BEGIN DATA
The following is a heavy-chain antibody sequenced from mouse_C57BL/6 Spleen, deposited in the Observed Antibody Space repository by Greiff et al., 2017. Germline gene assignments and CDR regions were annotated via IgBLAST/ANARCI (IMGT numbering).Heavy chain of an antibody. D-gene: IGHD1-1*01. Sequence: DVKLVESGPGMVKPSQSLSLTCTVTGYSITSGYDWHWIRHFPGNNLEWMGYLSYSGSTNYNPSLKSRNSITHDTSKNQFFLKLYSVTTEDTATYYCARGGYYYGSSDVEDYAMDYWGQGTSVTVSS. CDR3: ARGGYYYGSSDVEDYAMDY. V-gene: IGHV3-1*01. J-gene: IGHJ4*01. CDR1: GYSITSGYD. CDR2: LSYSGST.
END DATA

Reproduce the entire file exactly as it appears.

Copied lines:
The following is a heavy-chain antibody sequenced from mouse_C57BL/6 Spleen, deposited in the Observed Antibody Space repository by Greiff et al., 2017. Germline gene assignments and CDR regions were annotated via IgBLAST/ANARCI (IMGT numbering).Heavy chain of an antibody. D-gene: IGHD1-1*01. Sequence: DVKLVESGPGMVKPSQSLSLTCTVTGYSITSGYDWHWIRHFPGNNLEWMGYLSYSGSTNYNPSLKSRNSITHDTSKNQFFLKLYSVTTEDTATYYCARGGYYYGSSDVEDYAMDYWGQGTSVTVSS. CDR3: ARGGYYYGSSDVEDYAMDY. V-gene: IGHV3-1*01. J-gene: IGHJ4*01. CDR1: GYSITSGYD. CDR2: LSYSGST.